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Why do Pearl's actions towards Dimmesdale change during the narrative of The Scarlet...

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d529mr | Student, Grade 10 | (Level 1) eNoter

Posted October 13, 2012 at 7:18 PM via web

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Why do Pearl's actions towards Dimmesdale change during the narrative of The Scarlet Letter?

 

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missy575 | High School Teacher | (Level 1) Educator Emeritus

Posted October 13, 2012 at 8:34 PM (Answer #1)

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Pearl seems to represent an all-knowing evil at times. She is directly called an imp, an elf, and a demon-child. She is called a witch. In a moment during chapter 8, Pearl has a moment of affection for Dimmesdale:

Pearl, that wild and flighty little elf, stole softly towards him, and, taking his hand in the grasp of both her own, laid her cheek against it; a caress so tender, and withal so unobtrusive, that her mother, who was looking on, asked herself,— “Is that my Pearl?”

This moment may be revealing to the audience that Pearl almost knows her father is Dimmesdale, or she appreciates how he stood up for Hester to be able to take care of her. 

By the 15th chapter, Dimmesdale notes that she has up to this point been affectionate to him twice only. Hester asks her to be affectionate again, but Pearl refuses:

Pearl would show no favor to the clergyman.

She even washes off a kiss that Dimmesdale places on her forehead. 

There may be a few reasons why Pearl's actions change in respect to Dimmesdale throughout the novel. First, she is intuitive. She notices that there is a relationship between he and Hester. But it is not a relationship that can be acted on. This is strange to her:

But here in the sunny day, and among all the people, he knows us not; nor must we know him! A strange, sad man is he, with his hand always over his heart! (Chap 21)

Another reason she changes is because she doesn't understand this. For a time, she didn't really want to obey him or relate to him, but as she sees opportunity to want to be with him in public, she cannot. The hiding of the sin makes no sense to her because she does not know of the sin. 

Pearl changes and grows in her understanding over time. At sometimes it seems as if a demonic presence does indeed compliment her ability to percieve. Other times, she is dependent on her human nature and it is astute. She acts as any other child who would percieve her father and want to know him but doesn't understand WHY she can't really be with him.

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mwestwood | College Teacher | (Level 3) Distinguished Educator

Posted October 14, 2012 at 8:46 PM (Answer #2)

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It is essential to recognize Hawthorne's depiction of Pearl as symbol; for, she is "the scarlet letter endowed with life," the incarnation of the sin of Hester Prynne and the Reverend Arthur Dimmesdale.  As such, she seems other-worldly--an "elf," an "imp," a "sprite-like creature."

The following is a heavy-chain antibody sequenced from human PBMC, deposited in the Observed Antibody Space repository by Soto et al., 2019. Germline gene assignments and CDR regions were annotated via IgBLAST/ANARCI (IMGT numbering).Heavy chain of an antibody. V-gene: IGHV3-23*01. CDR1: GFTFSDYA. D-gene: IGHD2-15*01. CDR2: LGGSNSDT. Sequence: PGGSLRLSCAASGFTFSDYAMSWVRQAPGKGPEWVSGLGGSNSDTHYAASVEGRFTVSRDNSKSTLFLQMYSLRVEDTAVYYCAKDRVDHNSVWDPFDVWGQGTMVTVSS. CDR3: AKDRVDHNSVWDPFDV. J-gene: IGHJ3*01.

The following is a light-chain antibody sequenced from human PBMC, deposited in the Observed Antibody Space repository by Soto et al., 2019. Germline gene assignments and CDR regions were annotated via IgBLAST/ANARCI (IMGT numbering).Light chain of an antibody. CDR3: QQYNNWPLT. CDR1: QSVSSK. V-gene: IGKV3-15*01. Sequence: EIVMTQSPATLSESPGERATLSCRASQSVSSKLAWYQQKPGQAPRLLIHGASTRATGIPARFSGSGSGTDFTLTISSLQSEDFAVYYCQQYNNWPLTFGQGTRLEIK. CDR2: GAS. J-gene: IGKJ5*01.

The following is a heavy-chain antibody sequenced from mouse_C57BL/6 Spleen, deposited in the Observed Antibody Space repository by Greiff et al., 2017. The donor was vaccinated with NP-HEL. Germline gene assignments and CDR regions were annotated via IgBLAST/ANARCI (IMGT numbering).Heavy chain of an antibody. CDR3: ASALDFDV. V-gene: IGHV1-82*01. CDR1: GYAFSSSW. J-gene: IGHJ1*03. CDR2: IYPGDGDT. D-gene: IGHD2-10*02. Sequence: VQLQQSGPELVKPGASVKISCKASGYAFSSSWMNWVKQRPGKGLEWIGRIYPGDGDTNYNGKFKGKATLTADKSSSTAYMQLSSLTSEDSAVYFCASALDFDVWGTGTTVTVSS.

Because Pearl is a perplexing mixture of strong moods, laughing uncontrollably at times, sullenly silent at others, some of the Puritans think she is a "demon offspring."  However, such is not true. As the symbol of Hester's and Dimmesdale's adultery, Pearl, at times, simply feels the effects of this illicit affair.  For instance, in Chapter IV, the infant Pearl "writhed in convulsions of pain and was a forcible type in its frame" because Hester has experienced much agony throughout the exchange with her husband, Roger Chillingworth.  In Chapter VIII, Pearl is described a combination of "unhallowed lust" and "holy love" by Dimmesdale,

"retribution...a torture to be felt at many an unthought-of-moment; a pang, a sting, an ever recurring agony, in the midst of a troubled joy!"  

So, as a reminder of his sin with Hester, Dimmesdale fears her and does not recognize her in public.  The perspicacious Pearl who is the incarnation of these conflicting emotions, perceives this rejection and asks her mother in Chapter XIX, "Will he go back with us, hand in hand, we three together into the town?" When it becomes evident that he willl not, Pearl washes off Dimmesdale's kiss and stays apart from her parents.

In Chapter XXI, Pearl again asks her mother if Dimmesdale will recognize her as they prepare for the New England Holiday,

"And will he hold out both his hands to me, as when thou ledst me to him from the brook-side?"

On the holiday, after the procession of dignitaries has passed, little Pearl, who has been unable to detect Dimmesdale in the group, tells her mother that she would "have run to him, and bid him kiss me now, before all the people....," wondering if, seeing her, the minister would then have placed his hand over his heart and frowned at her, dimissing her. Ironically, Pearl touches upon the one authentic act that Dimmesdale must perform if he would be forgiven his secret sin.  Finally, as the minister confesses on the scaffold, Pearl kisses him and "A spell was broken." It is at this point that Pearl becomes human--for to sin is human--as Dimmesdale finally acknowledges his sin publicly. Pearl changes because her "errand as a messenger of anguish was all fulfilled." Indeed, just as Pearl is the living symbol of Hester's sin, now she is also acknowledged by the minister as the living symbol of Dimmesdale's secret sin.  This is why her behavior changes towards the minister; "a troubled joy," she has for long desired this recognition.

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